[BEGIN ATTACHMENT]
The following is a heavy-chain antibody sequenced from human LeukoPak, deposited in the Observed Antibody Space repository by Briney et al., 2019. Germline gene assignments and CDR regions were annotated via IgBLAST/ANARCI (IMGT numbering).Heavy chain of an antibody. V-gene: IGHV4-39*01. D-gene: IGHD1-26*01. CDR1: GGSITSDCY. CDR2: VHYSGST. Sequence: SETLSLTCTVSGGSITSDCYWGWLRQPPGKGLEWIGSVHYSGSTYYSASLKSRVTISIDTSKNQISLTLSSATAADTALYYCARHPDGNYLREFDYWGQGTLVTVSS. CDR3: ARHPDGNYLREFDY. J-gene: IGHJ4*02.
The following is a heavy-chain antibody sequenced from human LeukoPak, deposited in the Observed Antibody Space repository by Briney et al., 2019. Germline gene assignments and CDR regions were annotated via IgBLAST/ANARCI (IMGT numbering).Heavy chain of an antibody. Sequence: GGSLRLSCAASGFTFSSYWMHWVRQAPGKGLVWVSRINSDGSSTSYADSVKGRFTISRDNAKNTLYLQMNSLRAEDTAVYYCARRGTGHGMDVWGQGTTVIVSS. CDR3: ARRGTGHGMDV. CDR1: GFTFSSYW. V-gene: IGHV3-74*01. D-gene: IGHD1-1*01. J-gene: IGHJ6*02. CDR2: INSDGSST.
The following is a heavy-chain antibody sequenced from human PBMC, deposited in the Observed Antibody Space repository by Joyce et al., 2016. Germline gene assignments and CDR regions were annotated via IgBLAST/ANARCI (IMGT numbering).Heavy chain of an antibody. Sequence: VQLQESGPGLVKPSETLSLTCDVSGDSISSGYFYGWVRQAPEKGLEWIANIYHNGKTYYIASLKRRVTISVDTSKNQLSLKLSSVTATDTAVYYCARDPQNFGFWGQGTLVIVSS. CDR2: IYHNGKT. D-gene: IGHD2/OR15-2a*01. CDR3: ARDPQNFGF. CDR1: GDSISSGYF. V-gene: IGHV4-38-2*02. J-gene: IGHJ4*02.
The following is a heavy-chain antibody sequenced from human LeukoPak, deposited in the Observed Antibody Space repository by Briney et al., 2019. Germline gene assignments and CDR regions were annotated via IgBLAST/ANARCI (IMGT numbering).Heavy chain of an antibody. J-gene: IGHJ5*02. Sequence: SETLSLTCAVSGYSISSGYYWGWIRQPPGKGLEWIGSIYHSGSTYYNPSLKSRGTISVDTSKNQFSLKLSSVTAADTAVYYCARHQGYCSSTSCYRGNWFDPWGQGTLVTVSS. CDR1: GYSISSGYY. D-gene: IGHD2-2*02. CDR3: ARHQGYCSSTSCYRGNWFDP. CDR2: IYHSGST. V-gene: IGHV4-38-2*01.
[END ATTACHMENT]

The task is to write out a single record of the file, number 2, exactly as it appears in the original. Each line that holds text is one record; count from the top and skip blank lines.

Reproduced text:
The following is a heavy-chain antibody sequenced from human LeukoPak, deposited in the Observed Antibody Space repository by Briney et al., 2019. Germline gene assignments and CDR regions were annotated via IgBLAST/ANARCI (IMGT numbering).Heavy chain of an antibody. Sequence: GGSLRLSCAASGFTFSSYWMHWVRQAPGKGLVWVSRINSDGSSTSYADSVKGRFTISRDNAKNTLYLQMNSLRAEDTAVYYCARRGTGHGMDVWGQGTTVIVSS. CDR3: ARRGTGHGMDV. CDR1: GFTFSSYW. V-gene: IGHV3-74*01. D-gene: IGHD1-1*01. J-gene: IGHJ6*02. CDR2: INSDGSST.